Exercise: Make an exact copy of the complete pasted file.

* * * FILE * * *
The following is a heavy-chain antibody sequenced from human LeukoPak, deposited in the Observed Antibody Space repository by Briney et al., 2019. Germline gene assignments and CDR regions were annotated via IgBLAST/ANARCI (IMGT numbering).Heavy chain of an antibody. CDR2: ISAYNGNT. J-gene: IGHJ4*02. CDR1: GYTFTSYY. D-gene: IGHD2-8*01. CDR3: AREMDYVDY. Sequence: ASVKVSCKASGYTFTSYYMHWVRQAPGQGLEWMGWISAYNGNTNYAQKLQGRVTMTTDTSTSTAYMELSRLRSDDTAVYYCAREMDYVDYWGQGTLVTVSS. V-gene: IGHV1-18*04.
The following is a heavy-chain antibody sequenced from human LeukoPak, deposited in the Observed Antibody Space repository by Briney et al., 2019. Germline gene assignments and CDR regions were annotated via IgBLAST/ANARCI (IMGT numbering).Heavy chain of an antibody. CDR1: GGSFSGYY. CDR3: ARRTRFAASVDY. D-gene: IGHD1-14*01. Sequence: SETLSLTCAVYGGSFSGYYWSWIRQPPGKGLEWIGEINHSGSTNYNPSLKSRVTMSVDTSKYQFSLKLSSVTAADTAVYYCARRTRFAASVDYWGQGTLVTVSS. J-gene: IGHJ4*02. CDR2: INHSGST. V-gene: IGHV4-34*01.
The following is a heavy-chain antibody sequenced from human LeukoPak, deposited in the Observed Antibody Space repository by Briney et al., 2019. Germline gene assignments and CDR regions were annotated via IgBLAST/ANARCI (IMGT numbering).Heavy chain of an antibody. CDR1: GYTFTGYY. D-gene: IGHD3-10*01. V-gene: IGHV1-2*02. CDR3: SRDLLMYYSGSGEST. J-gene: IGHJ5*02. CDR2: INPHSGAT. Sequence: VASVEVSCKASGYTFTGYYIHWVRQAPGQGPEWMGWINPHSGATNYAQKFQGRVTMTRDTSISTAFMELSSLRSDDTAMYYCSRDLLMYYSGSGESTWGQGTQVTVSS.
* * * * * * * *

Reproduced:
The following is a heavy-chain antibody sequenced from human LeukoPak, deposited in the Observed Antibody Space repository by Briney et al., 2019. Germline gene assignments and CDR regions were annotated via IgBLAST/ANARCI (IMGT numbering).Heavy chain of an antibody. CDR2: ISAYNGNT. J-gene: IGHJ4*02. CDR1: GYTFTSYY. D-gene: IGHD2-8*01. CDR3: AREMDYVDY. Sequence: ASVKVSCKASGYTFTSYYMHWVRQAPGQGLEWMGWISAYNGNTNYAQKLQGRVTMTTDTSTSTAYMELSRLRSDDTAVYYCAREMDYVDYWGQGTLVTVSS. V-gene: IGHV1-18*04.
The following is a heavy-chain antibody sequenced from human LeukoPak, deposited in the Observed Antibody Space repository by Briney et al., 2019. Germline gene assignments and CDR regions were annotated via IgBLAST/ANARCI (IMGT numbering).Heavy chain of an antibody. CDR1: GGSFSGYY. CDR3: ARRTRFAASVDY. D-gene: IGHD1-14*01. Sequence: SETLSLTCAVYGGSFSGYYWSWIRQPPGKGLEWIGEINHSGSTNYNPSLKSRVTMSVDTSKYQFSLKLSSVTAADTAVYYCARRTRFAASVDYWGQGTLVTVSS. J-gene: IGHJ4*02. CDR2: INHSGST. V-gene: IGHV4-34*01.
The following is a heavy-chain antibody sequenced from human LeukoPak, deposited in the Observed Antibody Space repository by Briney et al., 2019. Germline gene assignments and CDR regions were annotated via IgBLAST/ANARCI (IMGT numbering).Heavy chain of an antibody. CDR1: GYTFTGYY. D-gene: IGHD3-10*01. V-gene: IGHV1-2*02. CDR3: SRDLLMYYSGSGEST. J-gene: IGHJ5*02. CDR2: INPHSGAT. Sequence: VASVEVSCKASGYTFTGYYIHWVRQAPGQGPEWMGWINPHSGATNYAQKFQGRVTMTRDTSISTAFMELSSLRSDDTAMYYCSRDLLMYYSGSGESTWGQGTQVTVSS.